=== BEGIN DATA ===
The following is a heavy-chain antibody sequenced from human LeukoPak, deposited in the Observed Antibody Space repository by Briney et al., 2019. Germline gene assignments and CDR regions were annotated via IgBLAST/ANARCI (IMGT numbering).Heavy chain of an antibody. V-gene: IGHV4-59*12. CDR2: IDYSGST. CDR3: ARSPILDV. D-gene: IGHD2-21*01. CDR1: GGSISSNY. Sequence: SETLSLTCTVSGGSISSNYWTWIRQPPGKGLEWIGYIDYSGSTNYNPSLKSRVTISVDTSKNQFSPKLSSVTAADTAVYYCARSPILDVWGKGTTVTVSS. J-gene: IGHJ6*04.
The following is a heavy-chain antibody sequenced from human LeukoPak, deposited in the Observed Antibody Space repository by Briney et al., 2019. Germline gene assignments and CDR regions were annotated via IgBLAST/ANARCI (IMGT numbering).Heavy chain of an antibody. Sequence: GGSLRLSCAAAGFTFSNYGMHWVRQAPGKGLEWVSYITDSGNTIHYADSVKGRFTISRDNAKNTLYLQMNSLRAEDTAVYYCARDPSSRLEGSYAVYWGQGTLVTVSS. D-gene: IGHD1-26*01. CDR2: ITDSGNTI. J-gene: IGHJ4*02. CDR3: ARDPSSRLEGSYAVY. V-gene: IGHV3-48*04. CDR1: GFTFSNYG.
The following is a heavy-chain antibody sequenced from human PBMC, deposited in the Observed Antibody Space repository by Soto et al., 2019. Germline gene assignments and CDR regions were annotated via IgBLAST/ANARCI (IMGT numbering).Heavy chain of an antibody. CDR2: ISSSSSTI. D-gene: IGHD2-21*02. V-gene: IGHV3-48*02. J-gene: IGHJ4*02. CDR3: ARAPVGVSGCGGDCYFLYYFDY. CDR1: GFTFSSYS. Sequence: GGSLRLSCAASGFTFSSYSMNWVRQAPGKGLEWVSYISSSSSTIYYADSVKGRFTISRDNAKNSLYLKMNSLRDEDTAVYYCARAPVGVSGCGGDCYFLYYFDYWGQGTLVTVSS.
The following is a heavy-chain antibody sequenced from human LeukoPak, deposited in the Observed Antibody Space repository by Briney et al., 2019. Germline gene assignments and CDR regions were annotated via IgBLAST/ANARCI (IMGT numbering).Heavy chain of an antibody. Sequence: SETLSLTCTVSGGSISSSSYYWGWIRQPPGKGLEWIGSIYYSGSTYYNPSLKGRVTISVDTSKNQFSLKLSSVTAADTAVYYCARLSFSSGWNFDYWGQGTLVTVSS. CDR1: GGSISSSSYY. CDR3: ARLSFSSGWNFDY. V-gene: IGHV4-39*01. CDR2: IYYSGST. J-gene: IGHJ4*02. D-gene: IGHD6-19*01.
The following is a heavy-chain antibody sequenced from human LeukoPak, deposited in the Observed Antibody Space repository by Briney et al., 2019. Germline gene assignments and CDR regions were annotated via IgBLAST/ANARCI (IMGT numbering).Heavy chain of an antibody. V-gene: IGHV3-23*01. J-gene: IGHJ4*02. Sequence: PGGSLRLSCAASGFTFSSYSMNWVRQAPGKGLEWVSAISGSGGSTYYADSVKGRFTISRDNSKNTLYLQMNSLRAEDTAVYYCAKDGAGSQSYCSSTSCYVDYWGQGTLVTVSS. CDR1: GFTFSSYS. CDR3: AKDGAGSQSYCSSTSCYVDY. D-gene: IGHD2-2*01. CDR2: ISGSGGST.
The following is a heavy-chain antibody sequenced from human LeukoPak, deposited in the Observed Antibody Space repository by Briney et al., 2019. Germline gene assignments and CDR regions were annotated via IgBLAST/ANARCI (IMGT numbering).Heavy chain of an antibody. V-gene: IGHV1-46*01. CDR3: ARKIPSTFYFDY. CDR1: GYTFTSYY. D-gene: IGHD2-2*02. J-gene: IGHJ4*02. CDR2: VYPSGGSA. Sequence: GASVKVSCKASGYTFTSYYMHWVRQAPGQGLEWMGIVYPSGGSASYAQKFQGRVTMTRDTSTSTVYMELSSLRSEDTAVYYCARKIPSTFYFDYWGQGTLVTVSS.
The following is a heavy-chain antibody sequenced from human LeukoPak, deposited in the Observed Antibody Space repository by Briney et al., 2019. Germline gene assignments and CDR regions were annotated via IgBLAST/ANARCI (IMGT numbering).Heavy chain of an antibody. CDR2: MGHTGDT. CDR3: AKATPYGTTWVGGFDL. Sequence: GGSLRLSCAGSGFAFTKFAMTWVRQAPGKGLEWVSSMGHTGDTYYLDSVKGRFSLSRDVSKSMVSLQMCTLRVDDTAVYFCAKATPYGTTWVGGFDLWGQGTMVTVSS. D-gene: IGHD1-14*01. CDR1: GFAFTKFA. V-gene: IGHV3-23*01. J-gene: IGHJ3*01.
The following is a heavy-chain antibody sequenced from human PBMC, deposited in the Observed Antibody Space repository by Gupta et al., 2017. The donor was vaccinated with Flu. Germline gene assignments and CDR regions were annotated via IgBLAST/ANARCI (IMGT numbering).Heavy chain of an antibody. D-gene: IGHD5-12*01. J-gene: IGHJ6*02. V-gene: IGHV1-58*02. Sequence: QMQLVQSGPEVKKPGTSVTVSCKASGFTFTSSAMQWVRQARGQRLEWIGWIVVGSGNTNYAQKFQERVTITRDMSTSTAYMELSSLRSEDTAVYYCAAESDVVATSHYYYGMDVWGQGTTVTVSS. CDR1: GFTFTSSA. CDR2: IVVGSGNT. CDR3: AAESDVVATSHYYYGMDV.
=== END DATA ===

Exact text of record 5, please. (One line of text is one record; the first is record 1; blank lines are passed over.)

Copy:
The following is a heavy-chain antibody sequenced from human LeukoPak, deposited in the Observed Antibody Space repository by Briney et al., 2019. Germline gene assignments and CDR regions were annotated via IgBLAST/ANARCI (IMGT numbering).Heavy chain of an antibody. V-gene: IGHV3-23*01. J-gene: IGHJ4*02. Sequence: PGGSLRLSCAASGFTFSSYSMNWVRQAPGKGLEWVSAISGSGGSTYYADSVKGRFTISRDNSKNTLYLQMNSLRAEDTAVYYCAKDGAGSQSYCSSTSCYVDYWGQGTLVTVSS. CDR1: GFTFSSYS. CDR3: AKDGAGSQSYCSSTSCYVDY. D-gene: IGHD2-2*01. CDR2: ISGSGGST.